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Heritage minister, Google clash over online streaming bill

OTTAWA — Heritage Minister Pablo Rodriguez said he doesn't appreciate Google "trying to intimidate Canadians," after the company pushed back on the government's proposed online streaming bill.
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Pablo Rodriguez speaks to reporters during the Liberal summer caucus retreat in St. Andrews, N.B. on Monday, September 12, 2022. Rodriguez says he doesn't appreciate Google "trying to intimidate Canadians" after the company pushed back on a proposed online streaming bill. THE CANADIAN PRESS/Darren Calabrese

OTTAWA — Heritage Minister Pablo Rodriguez said he doesn't appreciate Google "trying to intimidate Canadians," after the company pushed back on the government's proposed online streaming bill.

Google published a blog post on Wednesday advocating against Bill C-11, saying it has the potential to "disadvantage the Canadian creators."

When asked about that criticism, Rodriguez said the proposed law simply asks streaming companies — including YouTube, which is owned by Google's parent company, Alphabet — to contribute to Canadian culture.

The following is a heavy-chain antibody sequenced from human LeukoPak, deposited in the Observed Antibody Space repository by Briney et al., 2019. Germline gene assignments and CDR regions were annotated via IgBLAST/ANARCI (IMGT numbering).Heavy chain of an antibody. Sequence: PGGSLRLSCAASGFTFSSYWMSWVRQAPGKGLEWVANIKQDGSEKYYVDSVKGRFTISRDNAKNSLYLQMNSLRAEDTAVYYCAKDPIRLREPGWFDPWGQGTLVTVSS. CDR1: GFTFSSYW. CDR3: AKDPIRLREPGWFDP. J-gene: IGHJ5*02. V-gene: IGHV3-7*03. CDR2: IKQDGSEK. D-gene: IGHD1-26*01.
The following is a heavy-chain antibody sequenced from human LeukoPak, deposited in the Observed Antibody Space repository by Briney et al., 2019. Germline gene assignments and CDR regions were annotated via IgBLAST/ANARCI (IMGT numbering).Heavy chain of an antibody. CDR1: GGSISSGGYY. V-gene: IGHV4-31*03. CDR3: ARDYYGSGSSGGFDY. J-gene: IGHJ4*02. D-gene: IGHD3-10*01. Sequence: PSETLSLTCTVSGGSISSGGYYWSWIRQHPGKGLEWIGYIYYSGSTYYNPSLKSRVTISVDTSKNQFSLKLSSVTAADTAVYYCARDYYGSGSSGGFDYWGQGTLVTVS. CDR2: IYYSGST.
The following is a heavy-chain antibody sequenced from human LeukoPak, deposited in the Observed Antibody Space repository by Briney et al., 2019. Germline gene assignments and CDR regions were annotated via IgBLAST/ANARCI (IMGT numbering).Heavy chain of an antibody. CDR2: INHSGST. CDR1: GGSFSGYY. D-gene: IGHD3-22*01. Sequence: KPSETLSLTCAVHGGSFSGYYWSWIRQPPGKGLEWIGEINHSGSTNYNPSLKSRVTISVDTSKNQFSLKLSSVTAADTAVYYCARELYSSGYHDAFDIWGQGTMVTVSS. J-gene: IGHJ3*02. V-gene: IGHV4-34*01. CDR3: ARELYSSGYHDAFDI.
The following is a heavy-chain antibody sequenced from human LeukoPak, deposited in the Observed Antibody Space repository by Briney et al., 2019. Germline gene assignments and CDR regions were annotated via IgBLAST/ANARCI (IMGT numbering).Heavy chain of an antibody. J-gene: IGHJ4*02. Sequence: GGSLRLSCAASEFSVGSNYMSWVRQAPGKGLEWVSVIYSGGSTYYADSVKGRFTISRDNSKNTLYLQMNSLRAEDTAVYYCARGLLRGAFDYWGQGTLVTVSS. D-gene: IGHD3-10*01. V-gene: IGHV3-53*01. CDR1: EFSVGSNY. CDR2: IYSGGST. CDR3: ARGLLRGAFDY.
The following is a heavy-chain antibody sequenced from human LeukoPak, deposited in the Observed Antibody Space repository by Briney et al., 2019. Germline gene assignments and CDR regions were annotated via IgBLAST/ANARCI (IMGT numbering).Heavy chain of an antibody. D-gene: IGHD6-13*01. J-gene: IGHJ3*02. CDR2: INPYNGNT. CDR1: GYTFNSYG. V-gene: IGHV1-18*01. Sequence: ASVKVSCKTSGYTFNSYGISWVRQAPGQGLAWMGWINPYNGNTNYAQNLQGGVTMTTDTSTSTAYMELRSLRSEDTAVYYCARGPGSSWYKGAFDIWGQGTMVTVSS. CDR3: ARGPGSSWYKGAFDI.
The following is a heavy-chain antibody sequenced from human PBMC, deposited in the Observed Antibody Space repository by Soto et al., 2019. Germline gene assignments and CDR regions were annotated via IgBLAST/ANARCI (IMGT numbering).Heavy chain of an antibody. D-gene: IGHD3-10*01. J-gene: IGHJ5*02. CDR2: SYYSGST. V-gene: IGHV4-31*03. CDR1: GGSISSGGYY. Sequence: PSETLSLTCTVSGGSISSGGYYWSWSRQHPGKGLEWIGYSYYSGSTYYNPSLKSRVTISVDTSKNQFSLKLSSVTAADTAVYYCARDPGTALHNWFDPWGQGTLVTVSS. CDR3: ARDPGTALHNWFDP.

The online streaming bill, which has passed the House of Commons and is now being considered by the Senate, would force streaming platforms to promote Canadian TV, movies, videos or music, and help fund Canadian content.

YouTube executive Jeanette Patell said the amendments the company is asking for will not limit the financial contribution it's already making to support Canadian content.

Patell told a Senate committee last month that Bill C-11 gives far too much discretion to Canada's broadcasting regulators to make demands around user-generated content.

In June, before Parliament's summer break, the House of Commons passed Bill C-11 with more than 150 amendments. The Senate decided not to rush its passage and instead take a more thorough look this fall.

The bill has been sharply opposed by digital-first creators and Conservative MPs, who claim it would allow a future government to regulate people posting videos on YouTube — a charge the government denies. 

If senators decide to amend the bill, it would have to be sent back to the House of Commons for approval before it can become law.

In a statement, Patell said YouTube will continue to engage "constructively and transparently" in the conversation. 

"We strongly believe that we have a responsibility to inform Canadian users and creators of how this bill could impact their YouTube experience, and in some cases their livelihoods," Patell said. 

This report by The Canadian Press was first published Oct. 6, 2022. 

Nojoud Al Mallees, The Canadian Press

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